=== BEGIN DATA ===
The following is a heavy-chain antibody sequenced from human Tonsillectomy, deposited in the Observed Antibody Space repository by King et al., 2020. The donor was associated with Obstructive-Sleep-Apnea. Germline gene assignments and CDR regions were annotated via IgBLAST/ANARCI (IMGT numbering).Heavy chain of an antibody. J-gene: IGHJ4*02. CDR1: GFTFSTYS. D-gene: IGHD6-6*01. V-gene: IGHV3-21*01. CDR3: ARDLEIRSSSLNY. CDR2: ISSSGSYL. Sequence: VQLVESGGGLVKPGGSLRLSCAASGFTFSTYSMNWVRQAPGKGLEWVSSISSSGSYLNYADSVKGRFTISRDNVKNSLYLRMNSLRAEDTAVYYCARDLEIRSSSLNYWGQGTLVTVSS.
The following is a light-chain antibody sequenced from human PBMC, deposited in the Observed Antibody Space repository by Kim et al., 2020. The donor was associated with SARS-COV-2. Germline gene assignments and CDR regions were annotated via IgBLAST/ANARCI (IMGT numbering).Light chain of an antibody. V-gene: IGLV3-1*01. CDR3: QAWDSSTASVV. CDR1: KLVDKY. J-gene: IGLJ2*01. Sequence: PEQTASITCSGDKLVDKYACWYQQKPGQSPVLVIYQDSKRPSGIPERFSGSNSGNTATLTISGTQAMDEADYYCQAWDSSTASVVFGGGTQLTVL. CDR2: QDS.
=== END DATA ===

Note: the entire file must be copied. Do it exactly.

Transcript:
The following is a heavy-chain antibody sequenced from human Tonsillectomy, deposited in the Observed Antibody Space repository by King et al., 2020. The donor was associated with Obstructive-Sleep-Apnea. Germline gene assignments and CDR regions were annotated via IgBLAST/ANARCI (IMGT numbering).Heavy chain of an antibody. J-gene: IGHJ4*02. CDR1: GFTFSTYS. D-gene: IGHD6-6*01. V-gene: IGHV3-21*01. CDR3: ARDLEIRSSSLNY. CDR2: ISSSGSYL. Sequence: VQLVESGGGLVKPGGSLRLSCAASGFTFSTYSMNWVRQAPGKGLEWVSSISSSGSYLNYADSVKGRFTISRDNVKNSLYLRMNSLRAEDTAVYYCARDLEIRSSSLNYWGQGTLVTVSS.
The following is a light-chain antibody sequenced from human PBMC, deposited in the Observed Antibody Space repository by Kim et al., 2020. The donor was associated with SARS-COV-2. Germline gene assignments and CDR regions were annotated via IgBLAST/ANARCI (IMGT numbering).Light chain of an antibody. V-gene: IGLV3-1*01. CDR3: QAWDSSTASVV. CDR1: KLVDKY. J-gene: IGLJ2*01. Sequence: PEQTASITCSGDKLVDKYACWYQQKPGQSPVLVIYQDSKRPSGIPERFSGSNSGNTATLTISGTQAMDEADYYCQAWDSSTASVVFGGGTQLTVL. CDR2: QDS.